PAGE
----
All They Can Do Is Reject Me
You’ve always wanted to be a
writer. You still keep up with the
professor who inspired you some
30 years ago.
But. The rejection notices start to make
a pile. And you have the opportunity to
run an established family business. You opt
out of teaching, and writing
becomes a hobby.
If you grew up near Asheville,
on the Haywood County side
where your ancestors farmed the
valleys amid the old Appalachian
hills that walled you in and the
modernizing world out, you
almost can’t help but be drawn
to their lives — romanticized but
very, very hard — in the days
before tourists, then automobiles, then the
Park Service trickled in. These become the
things you study, the things you think about
when you think about writing.
Then one day, Charles Frazier walks
into your furniture store to buy himself a
sofa. That Charles Frazier, ’ 73, the one
you’ve heard called the 500-pound canary
of his genre. He casts a shadow on a
wannabe writer the way the mountains
hold up the sunrise — he even used a tale
from your home turf in Cold Mountain.
You’ve hit midlife, the business is going
well, and you can let Mr. Frazier have his
couch and all the stories. Or you can jump
right in there with him.
Wayne Caldwell ’ 69 jumped. He saw a
notice for a fiction contest in this magazine
nine years ago. The story he built around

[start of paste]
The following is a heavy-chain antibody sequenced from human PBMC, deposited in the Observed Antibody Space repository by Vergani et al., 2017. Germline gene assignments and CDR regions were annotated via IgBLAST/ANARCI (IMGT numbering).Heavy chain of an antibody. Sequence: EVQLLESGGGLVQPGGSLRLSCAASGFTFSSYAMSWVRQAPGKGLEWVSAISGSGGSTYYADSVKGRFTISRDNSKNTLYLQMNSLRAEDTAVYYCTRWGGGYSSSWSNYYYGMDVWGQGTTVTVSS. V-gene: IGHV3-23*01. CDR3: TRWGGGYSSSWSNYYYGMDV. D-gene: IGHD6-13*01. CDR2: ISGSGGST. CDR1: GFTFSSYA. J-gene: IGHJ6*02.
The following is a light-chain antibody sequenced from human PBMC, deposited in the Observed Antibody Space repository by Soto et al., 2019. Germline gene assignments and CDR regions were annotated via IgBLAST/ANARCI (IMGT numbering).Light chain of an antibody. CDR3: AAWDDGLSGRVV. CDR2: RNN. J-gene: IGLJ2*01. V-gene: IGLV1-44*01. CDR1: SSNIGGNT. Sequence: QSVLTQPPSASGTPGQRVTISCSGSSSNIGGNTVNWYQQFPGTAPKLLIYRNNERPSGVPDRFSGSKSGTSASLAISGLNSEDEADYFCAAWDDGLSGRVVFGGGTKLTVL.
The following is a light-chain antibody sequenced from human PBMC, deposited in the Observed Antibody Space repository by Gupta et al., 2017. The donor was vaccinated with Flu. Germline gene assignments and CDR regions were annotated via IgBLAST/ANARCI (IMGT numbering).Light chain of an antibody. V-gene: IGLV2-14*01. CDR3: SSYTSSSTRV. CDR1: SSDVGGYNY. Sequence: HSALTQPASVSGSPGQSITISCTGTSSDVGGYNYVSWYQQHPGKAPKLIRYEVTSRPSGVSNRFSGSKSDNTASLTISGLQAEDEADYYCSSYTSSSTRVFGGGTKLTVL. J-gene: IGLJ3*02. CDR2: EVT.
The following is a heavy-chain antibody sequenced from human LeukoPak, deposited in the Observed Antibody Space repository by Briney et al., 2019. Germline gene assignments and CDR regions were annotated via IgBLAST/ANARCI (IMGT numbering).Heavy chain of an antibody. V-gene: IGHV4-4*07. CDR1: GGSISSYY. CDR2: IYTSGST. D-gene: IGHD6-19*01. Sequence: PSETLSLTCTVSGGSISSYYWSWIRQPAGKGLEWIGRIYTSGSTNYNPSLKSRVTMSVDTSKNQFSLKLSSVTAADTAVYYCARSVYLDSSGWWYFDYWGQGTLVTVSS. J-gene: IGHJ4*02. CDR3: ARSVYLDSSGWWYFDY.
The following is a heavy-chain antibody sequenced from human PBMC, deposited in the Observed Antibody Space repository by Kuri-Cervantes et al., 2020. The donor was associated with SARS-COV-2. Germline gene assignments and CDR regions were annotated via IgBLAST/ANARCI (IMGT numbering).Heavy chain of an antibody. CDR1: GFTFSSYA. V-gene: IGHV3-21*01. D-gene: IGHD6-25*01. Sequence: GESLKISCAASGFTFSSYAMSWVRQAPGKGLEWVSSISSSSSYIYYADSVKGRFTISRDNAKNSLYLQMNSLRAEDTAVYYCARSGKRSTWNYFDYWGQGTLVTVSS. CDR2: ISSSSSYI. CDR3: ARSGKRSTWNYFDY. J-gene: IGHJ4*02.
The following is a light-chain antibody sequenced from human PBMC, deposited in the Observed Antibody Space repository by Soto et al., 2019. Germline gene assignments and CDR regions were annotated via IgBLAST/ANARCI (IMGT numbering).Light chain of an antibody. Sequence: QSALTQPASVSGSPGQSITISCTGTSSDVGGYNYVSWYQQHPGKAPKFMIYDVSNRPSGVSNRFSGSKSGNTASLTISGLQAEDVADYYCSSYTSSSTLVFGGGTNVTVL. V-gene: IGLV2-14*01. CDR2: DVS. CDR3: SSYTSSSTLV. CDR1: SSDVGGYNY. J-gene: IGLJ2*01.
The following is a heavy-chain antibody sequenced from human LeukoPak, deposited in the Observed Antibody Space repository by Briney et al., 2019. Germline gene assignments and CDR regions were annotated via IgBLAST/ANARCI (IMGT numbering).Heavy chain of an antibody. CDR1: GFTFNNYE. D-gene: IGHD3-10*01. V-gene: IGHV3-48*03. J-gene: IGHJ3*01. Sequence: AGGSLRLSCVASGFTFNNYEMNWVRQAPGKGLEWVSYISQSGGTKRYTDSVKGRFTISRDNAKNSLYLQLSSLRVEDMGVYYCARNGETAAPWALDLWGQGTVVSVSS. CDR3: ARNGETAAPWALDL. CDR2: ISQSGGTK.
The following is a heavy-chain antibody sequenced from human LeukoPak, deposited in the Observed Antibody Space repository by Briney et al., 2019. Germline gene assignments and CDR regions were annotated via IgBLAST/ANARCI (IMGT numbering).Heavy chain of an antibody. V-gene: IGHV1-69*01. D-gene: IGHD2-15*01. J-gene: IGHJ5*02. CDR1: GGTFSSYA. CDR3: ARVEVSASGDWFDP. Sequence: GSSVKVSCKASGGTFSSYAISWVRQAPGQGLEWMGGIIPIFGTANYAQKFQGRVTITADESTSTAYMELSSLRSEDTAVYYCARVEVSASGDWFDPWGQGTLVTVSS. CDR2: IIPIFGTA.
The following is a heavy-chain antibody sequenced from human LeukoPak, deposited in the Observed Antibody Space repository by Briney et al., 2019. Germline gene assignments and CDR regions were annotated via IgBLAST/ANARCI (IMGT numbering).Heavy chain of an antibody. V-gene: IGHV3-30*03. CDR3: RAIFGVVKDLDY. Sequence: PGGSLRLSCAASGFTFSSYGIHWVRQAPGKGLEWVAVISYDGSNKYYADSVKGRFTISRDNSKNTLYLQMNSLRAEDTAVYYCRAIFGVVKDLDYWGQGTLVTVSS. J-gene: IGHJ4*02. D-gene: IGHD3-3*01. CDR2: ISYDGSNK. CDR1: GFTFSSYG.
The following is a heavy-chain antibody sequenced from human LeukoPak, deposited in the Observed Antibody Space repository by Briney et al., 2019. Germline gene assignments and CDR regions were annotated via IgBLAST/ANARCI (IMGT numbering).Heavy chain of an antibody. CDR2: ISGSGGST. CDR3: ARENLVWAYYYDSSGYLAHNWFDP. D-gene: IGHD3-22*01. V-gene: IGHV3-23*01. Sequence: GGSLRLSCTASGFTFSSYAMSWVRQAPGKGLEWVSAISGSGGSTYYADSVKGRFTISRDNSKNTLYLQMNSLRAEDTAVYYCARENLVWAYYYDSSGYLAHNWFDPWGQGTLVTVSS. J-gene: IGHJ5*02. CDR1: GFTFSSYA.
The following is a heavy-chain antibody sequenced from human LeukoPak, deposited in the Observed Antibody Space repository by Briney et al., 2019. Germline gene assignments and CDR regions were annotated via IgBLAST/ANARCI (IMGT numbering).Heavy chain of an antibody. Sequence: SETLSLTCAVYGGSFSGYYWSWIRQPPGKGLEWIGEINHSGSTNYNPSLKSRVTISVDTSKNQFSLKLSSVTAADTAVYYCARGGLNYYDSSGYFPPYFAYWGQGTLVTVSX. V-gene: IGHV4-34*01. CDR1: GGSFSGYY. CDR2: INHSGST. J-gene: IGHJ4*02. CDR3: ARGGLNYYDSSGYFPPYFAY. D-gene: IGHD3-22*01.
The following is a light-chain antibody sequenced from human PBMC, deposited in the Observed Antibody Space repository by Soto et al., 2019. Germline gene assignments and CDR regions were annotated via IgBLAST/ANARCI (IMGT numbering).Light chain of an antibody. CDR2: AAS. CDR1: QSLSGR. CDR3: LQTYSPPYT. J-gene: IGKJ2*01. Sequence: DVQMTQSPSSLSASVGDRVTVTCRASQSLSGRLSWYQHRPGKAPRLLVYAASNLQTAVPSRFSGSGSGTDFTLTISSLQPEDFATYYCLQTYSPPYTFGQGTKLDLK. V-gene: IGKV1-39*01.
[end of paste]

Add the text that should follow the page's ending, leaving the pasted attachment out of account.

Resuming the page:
the tragic accidental demise of one of his
mother’s cousins in the Cataloochee Valley
near the Tennessee line was judged the best
of 75 entries. Now he has included that
story in his first novel about post-Civil War
life in a place he fell fascinated with the
first time he saw it. Still president of the
furniture business, Caldwell now lists his
job title as “writer,” and Random House is
awaiting his sequel to Cataloochee.
“I was so green at this I didn’t have any
better sense than to peddle a 650-page manuscript,” he said. The publisher, which kept
him waiting one month, saw two books.
Not until he and Mary Long Caldwell
’ 73 had children, he says, did Caldwell start
wondering about where he came from.
The first time he saw Cataloochee “it was
like walking into a spiritually charged
place.” His grandfather was born there in a
time when a mule was an indispensable
machine and a close companion, the battle
between the Lord and the Devil was real
and constant, and men could not fathom
why the government would tax liquor.
Not until Wayne
and Mary Long
walking into a
Caldwell ’ 73
he came from.
The first time
‘it was like